Chip Chip Hurray for IBM

Big Blue has found a novel way to speed the flow of electrons -- which will mean faster computers, and cheaper, more powerful telecom gear

Intel Corp. co-founder Gordon E. Moore always insisted that shrinking the size of transistors and circuit lines is only one aspect of Moore's Law -- the tenet that chip power doubles every 18 months. Just as important, he says, is "cleverness" in designing chip layouts and in engineering new materials. If he had to pick today's cleverness champ in materials, it might well be IBM. Over the last four years, Big Blue has unveiled a string of chip innovations that make chips run faster and more efficiently.

On June 13, IBM will do it again. It's scheduled to unveil its latest materials breakthrough at a chip-technology conference in Kyoto, Japan, BusinessWeek Online has learned. The process is dubbed strained silicon -- but don't let the jargon mislead you. "Strained" doesn't bear any negative connotation. Instead, it means electrons can jump through transistors up to 70% faster than they do in state-of-the-art chips.

Combined with the improved speed of electrons in copper wires, which IBM also pioneered, tomorrow's chips could post a total speed gain of 35%, Big Blue estimates, with the same-size circuitry. That will translate into faster computers, more powerful mobile phones, and cheaper telecom equipment.


  What gets "strained," or stretched, is the atomic structure of the silicon crystal. Building on the technology it introduced in 1998 for high-speed telecom chips, IBM engineers grow a layer of silicon on top of germanium, another semiconducting material. Germanium's crystalline lattice has slightly larger spaces between its atoms than does silicon.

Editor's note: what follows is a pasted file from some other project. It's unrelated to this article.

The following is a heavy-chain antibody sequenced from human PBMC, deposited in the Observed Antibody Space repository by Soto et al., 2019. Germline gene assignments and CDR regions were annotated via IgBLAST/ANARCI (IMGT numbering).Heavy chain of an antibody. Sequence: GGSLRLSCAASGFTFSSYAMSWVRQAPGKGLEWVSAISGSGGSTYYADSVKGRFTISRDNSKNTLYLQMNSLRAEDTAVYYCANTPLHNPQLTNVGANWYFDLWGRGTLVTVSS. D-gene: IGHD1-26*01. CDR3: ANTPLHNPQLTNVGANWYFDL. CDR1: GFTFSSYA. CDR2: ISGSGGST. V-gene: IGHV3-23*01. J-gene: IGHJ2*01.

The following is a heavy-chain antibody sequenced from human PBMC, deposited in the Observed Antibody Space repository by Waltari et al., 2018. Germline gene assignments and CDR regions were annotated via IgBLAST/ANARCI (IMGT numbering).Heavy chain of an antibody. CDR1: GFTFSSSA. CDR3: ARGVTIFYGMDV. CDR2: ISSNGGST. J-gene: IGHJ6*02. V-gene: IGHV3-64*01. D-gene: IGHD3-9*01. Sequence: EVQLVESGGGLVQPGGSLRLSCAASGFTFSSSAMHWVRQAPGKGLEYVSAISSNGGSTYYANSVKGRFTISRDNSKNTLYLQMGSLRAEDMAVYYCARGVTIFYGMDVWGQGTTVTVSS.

The germanium atoms tug at their silicon neighbors, trying to get them to line up with the same spacing. That doesn't happen, but the tugging does subtly increase the gap between the silicon atoms. This provides an enlarged space through which electrons that transmit signals can flow without being slowed down by bumping into an atom -- hence the 70% speed boost while electrons hop through transistors.

"It gives you a fundamentally new plateau to start from," says Bijan Davari, a fellow and vice-president of semiconductor development at IBM Microelectronics. Until now, compound silicon-germanium technology has been used just for bipolar transistors. These superspeedy devices can cope with data flows of up to 200 gigahertz per second, roughly 200 times what the best ordinary silicon chips can handle. However, the process for making bipolar transistors isn't compatible with the chip industry's workhorse fabrication technology, called CMOS, for complementary metal-oxide silicon. CMOS transistors dominate chip markets because they're smaller and consume less power than their bipolar cousins.

"What we've done now," boasts Davari, "is preserve the advantages of CMOS -- it's 99%-plus of the semiconductor industry -- while moving up to a new speed range. You just change the material, and circuit speed goes up."


  There's more, he adds. Silicon-germanium CMOS transistors can also be combined with the silicon-on-insulator (SOI) technology that IBM launched in 1998. SOI puts a dam under the circuitry to prevent electrons from leaking into the silicon below. Result: Not only does this trim the power needed to drive the chip, it also allows transistors to be stacked on top of each other. So the number of transistors on a chip can rise, literally, without the size of the transistors being reduced.

"What's exciting about these new materials technologies is that they're additive," Davari points out. "They're like the steps on a staircase leading to higher and higher performance." Look for the hot new IBM chips to hit the market as soon as 2003.

By Otis Port in New York

Edited by Alex Salkever

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